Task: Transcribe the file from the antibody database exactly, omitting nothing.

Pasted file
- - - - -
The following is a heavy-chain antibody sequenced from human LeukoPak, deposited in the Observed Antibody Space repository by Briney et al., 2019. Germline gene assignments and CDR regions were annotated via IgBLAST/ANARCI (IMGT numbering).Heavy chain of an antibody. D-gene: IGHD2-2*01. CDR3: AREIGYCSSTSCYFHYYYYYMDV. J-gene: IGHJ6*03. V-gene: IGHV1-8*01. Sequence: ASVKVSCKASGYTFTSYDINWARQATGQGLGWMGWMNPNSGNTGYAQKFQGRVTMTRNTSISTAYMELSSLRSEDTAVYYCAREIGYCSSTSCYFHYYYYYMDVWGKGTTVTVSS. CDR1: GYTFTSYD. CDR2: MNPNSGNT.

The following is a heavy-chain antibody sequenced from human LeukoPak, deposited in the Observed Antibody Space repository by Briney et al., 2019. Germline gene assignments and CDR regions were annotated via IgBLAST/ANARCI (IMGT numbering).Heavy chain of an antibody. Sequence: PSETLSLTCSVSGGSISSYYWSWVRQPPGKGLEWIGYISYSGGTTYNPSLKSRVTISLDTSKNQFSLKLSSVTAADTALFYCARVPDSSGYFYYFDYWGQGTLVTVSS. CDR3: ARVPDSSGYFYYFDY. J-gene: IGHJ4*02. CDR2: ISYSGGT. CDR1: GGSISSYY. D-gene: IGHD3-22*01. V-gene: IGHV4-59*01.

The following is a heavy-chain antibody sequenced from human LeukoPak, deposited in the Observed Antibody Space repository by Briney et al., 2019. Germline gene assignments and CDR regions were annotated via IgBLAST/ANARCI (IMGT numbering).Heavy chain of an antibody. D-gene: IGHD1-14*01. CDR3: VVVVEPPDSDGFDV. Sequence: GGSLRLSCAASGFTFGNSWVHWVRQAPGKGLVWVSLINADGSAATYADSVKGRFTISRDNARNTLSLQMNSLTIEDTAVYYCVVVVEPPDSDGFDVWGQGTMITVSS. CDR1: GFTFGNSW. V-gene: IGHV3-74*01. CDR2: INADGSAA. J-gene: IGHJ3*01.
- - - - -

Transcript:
The following is a heavy-chain antibody sequenced from human LeukoPak, deposited in the Observed Antibody Space repository by Briney et al., 2019. Germline gene assignments and CDR regions were annotated via IgBLAST/ANARCI (IMGT numbering).Heavy chain of an antibody. D-gene: IGHD2-2*01. CDR3: AREIGYCSSTSCYFHYYYYYMDV. J-gene: IGHJ6*03. V-gene: IGHV1-8*01. Sequence: ASVKVSCKASGYTFTSYDINWARQATGQGLGWMGWMNPNSGNTGYAQKFQGRVTMTRNTSISTAYMELSSLRSEDTAVYYCAREIGYCSSTSCYFHYYYYYMDVWGKGTTVTVSS. CDR1: GYTFTSYD. CDR2: MNPNSGNT.

The following is a heavy-chain antibody sequenced from human LeukoPak, deposited in the Observed Antibody Space repository by Briney et al., 2019. Germline gene assignments and CDR regions were annotated via IgBLAST/ANARCI (IMGT numbering).Heavy chain of an antibody. Sequence: PSETLSLTCSVSGGSISSYYWSWVRQPPGKGLEWIGYISYSGGTTYNPSLKSRVTISLDTSKNQFSLKLSSVTAADTALFYCARVPDSSGYFYYFDYWGQGTLVTVSS. CDR3: ARVPDSSGYFYYFDY. J-gene: IGHJ4*02. CDR2: ISYSGGT. CDR1: GGSISSYY. D-gene: IGHD3-22*01. V-gene: IGHV4-59*01.

The following is a heavy-chain antibody sequenced from human LeukoPak, deposited in the Observed Antibody Space repository by Briney et al., 2019. Germline gene assignments and CDR regions were annotated via IgBLAST/ANARCI (IMGT numbering).Heavy chain of an antibody. D-gene: IGHD1-14*01. CDR3: VVVVEPPDSDGFDV. Sequence: GGSLRLSCAASGFTFGNSWVHWVRQAPGKGLVWVSLINADGSAATYADSVKGRFTISRDNARNTLSLQMNSLTIEDTAVYYCVVVVEPPDSDGFDVWGQGTMITVSS. CDR1: GFTFGNSW. V-gene: IGHV3-74*01. CDR2: INADGSAA. J-gene: IGHJ3*01.